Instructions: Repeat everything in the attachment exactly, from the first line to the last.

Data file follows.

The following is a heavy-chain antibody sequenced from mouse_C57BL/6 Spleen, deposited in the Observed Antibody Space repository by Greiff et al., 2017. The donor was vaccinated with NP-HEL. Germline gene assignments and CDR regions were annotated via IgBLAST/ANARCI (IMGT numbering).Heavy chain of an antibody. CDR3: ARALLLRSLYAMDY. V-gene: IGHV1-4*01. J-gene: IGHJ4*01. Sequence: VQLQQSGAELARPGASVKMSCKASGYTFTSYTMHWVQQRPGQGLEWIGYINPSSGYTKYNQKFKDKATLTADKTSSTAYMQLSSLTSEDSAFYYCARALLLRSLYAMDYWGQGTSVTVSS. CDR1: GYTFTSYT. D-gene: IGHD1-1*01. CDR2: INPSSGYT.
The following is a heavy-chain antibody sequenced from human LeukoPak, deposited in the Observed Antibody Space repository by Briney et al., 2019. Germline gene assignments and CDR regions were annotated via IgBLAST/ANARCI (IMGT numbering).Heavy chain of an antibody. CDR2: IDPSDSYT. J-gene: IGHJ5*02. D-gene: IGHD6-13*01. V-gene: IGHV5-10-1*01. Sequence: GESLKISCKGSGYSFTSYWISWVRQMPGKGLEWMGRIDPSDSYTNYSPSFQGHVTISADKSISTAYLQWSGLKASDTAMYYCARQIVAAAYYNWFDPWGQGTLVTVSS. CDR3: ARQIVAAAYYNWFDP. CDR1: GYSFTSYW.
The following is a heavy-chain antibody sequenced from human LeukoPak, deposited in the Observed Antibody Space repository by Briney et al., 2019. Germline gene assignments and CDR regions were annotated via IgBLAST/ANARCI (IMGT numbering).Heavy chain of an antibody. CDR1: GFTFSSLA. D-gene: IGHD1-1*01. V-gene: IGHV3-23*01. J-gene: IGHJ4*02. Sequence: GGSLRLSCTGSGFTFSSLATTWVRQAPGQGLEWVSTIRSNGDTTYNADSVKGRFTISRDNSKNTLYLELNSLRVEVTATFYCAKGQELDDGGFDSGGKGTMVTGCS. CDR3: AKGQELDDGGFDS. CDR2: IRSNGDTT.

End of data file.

The following is a heavy-chain antibody sequenced from mouse_C57BL/6 Spleen, deposited in the Observed Antibody Space repository by Greiff et al., 2017. The donor was vaccinated with NP-HEL. Germline gene assignments and CDR regions were annotated via IgBLAST/ANARCI (IMGT numbering).Heavy chain of an antibody. CDR3: ARALLLRSLYAMDY. V-gene: IGHV1-4*01. J-gene: IGHJ4*01. Sequence: VQLQQSGAELARPGASVKMSCKASGYTFTSYTMHWVQQRPGQGLEWIGYINPSSGYTKYNQKFKDKATLTADKTSSTAYMQLSSLTSEDSAFYYCARALLLRSLYAMDYWGQGTSVTVSS. CDR1: GYTFTSYT. D-gene: IGHD1-1*01. CDR2: INPSSGYT.
The following is a heavy-chain antibody sequenced from human LeukoPak, deposited in the Observed Antibody Space repository by Briney et al., 2019. Germline gene assignments and CDR regions were annotated via IgBLAST/ANARCI (IMGT numbering).Heavy chain of an antibody. CDR2: IDPSDSYT. J-gene: IGHJ5*02. D-gene: IGHD6-13*01. V-gene: IGHV5-10-1*01. Sequence: GESLKISCKGSGYSFTSYWISWVRQMPGKGLEWMGRIDPSDSYTNYSPSFQGHVTISADKSISTAYLQWSGLKASDTAMYYCARQIVAAAYYNWFDPWGQGTLVTVSS. CDR3: ARQIVAAAYYNWFDP. CDR1: GYSFTSYW.
The following is a heavy-chain antibody sequenced from human LeukoPak, deposited in the Observed Antibody Space repository by Briney et al., 2019. Germline gene assignments and CDR regions were annotated via IgBLAST/ANARCI (IMGT numbering).Heavy chain of an antibody. CDR1: GFTFSSLA. D-gene: IGHD1-1*01. V-gene: IGHV3-23*01. J-gene: IGHJ4*02. Sequence: GGSLRLSCTGSGFTFSSLATTWVRQAPGQGLEWVSTIRSNGDTTYNADSVKGRFTISRDNSKNTLYLELNSLRVEVTATFYCAKGQELDDGGFDSGGKGTMVTGCS. CDR3: AKGQELDDGGFDS. CDR2: IRSNGDTT.